Engine fault that stranded Thomson tourists found in eight other planes

A problem in a Boeing 787 engine worried the regulator

A technical failure on a Thomson Airways Boeing 787 that left British holidaymakers stranded in Mexico has been found in eight other engines manufactured by the US conglomerate General Electric.

The problem, which involved the fuel nozzles moving out of alignment, occurred on the ground in Cancun in August.

As a result of the fault the engine would not start as the plane was due to take off, delaying a Thomson flight to Glasgow by a day. Thomson had to find accommodation and provide meals for the tourists before they could return them home, as well as issue an embarrassing apology.

Executives at the Civil Aviation Authority, which is the British regulator, were concerned that this was an “unusual incident”, and questioned whether engine manufacturers were managing their risks properly.

GE undertook an investigation and recently told the CAA that there had been eight similar issues in other engines worldwide. None of these involved British airlines, but the US giant had to make technical changes to ensure that other engines did not suffer such technical difficulties.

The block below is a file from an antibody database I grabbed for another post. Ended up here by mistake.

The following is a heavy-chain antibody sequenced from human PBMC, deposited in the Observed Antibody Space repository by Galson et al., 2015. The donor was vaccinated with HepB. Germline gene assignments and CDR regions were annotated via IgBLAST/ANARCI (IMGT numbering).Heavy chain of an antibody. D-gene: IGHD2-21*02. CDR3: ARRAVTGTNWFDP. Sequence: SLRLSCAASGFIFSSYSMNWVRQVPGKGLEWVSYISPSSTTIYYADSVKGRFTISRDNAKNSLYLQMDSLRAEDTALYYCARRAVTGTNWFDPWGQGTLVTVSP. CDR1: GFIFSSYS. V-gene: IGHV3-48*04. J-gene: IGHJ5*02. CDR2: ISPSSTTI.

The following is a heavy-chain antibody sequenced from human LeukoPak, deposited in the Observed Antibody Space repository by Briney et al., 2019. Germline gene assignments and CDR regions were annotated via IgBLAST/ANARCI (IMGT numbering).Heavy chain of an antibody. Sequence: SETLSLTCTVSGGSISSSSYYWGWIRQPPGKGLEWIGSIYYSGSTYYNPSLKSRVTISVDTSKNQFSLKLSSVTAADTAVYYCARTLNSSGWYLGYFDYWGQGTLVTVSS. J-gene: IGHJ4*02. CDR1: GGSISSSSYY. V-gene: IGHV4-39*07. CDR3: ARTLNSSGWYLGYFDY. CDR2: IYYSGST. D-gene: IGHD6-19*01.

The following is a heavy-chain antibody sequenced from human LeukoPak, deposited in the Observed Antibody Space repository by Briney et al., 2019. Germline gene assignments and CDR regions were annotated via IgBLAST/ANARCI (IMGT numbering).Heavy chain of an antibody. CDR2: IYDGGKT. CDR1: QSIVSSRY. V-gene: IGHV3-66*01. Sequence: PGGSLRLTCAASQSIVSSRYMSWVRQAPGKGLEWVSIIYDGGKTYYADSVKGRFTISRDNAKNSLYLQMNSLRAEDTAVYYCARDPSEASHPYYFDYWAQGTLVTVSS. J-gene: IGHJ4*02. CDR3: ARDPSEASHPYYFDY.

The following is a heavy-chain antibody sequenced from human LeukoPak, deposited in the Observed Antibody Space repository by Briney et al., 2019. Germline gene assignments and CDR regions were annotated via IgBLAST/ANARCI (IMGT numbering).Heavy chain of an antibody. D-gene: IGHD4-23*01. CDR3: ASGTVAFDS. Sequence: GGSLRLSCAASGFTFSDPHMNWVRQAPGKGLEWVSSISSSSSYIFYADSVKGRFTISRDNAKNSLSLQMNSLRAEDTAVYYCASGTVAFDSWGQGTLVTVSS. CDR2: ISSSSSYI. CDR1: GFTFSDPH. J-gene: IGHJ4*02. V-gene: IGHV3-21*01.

The problem also came at a bad time for Thomson, as it occurred only weeks after a flight from the Dominican Republic to Manchester had to make an emergency landing at a military airport in the middle of the Atlantic.

This was a more serious issue, as the plane’s right engine had to be shut down mid-flight. At one stage, the aircraft dropped by 500ft a minute so that the captain could fly at a safer, lower altitude before reaching the Azores, and 288 passengers were ultimately delayed by more than 11 hours.

A GE Aviation spokesman said of the Cancun incident: “GE has moved aggressively to determine the cause. GE and Boeing have developed an engine control software modification that will sharply reduce potential acoustic resonance (vibration) within the combustor that could lead to the alignment shift. The new software modifies the engine’s fuel flow characteristics to reduce the acoustic resonance level. The inspection program has been highly successful … . The company does not believe this is a safety or air worthiness issue for airline operators.”

A spokesman for the CAA said that GE and Thomson had “identified the cause and addressed the issue”.

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